Wake Tech is another program based in the Raleigh area. Their program touts the promise that you can graduate with the more lucrative and marketable A.A.S. degree in two years while attending classes only two days a week.
With this program, you’ll spend the majority of your time training in the field in a hands-on real-world environment. Wake Tech is gearing to preparing their graduates to enter the workforce immediately upon graduation from the program.
Be sure to note that the program at Wake Tech is listed as a limited enrollment program, which they describe as having different enrollment policies and timelines. To enroll or express interest in the program, students should reach out directly to the department.
Pitt Community College
Pitt Community College offers a program similar to the others discussed previously. The college is based in Greenville, NC on the eastern side of the state of North Carolina.
Those seeking to graduate with an A.A.S. degree will need to complete a five-semester program; sometimes it may run longer based on additional math or science requirement timelines. PCC also offers a shorter course that ends with a certificate in heating and refrigeration service.
Needless to say, there are a myriad of options for those seeking a career as an HVAC technician in the state of North Carolina. The job prospects are quite good, some saying there are over ten jobs for each graduate from one of these types of programs.
HVAC Engineer Salary and Job Prospects in North Carolina
An HVAC engineer takes on a bit of a different role in the world of HVAC. They are primarily responsible for designing HVAC systems for residential and commercial buildings, diagnosing major issues with existing HVAC systems or overseeing the installation of a variety of HVAC system types.
An engineering position requires a bachelor’s degree and employers will often seek those individuals with a master’s degree or higher. With a higher education tends to come the benefit of a more lucrative position. The average mechanical engineer in North Carolina makes over $87,000. Engineering is also a more competitive job market, as almost 6% growth is expected in this field in the next 10 years while mechanics or technicians are projected to enjoy a double-digit percentage growth in the job market.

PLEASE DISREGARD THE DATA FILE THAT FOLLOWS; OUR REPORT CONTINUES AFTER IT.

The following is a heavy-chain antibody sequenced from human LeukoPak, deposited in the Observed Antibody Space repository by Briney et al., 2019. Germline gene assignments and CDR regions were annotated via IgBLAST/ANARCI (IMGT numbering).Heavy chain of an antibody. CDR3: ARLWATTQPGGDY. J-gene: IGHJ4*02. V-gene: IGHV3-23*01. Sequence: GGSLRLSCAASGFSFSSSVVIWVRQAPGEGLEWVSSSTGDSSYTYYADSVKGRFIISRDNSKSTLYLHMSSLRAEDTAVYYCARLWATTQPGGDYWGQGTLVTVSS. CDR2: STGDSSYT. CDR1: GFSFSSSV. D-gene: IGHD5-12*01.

With that said, here are some programs that can provide a leg up in North Carolina because of their quality and prestige in the state.
Top Colleges and Universities for HVAC Engineers in North Carolina
NC State University
NC State University is based in Raleigh. It is an exciting time at NCSU as the Centennial Campus is being actively developed as a new, collaborate Research Park for a variety of disciplines. For engineering specifically, the new engineering building oval opened in April 2018, introducing a new facility to advance an already top-notch program.
NCSU students can major in mechanical engineering, with a variety of minors including business, math and physics. This allows graduates of the NCSU engineering program to have a rounded understanding of a variety of aspects of engineering. With the excitement and promise of the development of new physical buildings and collaborative arrangements, NCSU students can feel confident they are entering a program on the rise and with a bright future.
Duke University – Pratt School of Engineering
A school right down the street from NCSU, maybe better known for its basketball program, is the popular Duke University – Pratt School of Engineering. While the athletics programs are exciting and produce many well-known professional athletes, the Pratt School is known as an elite institution in its own right. Duke University offers the coveted Master of Engineering in mechanical engineering.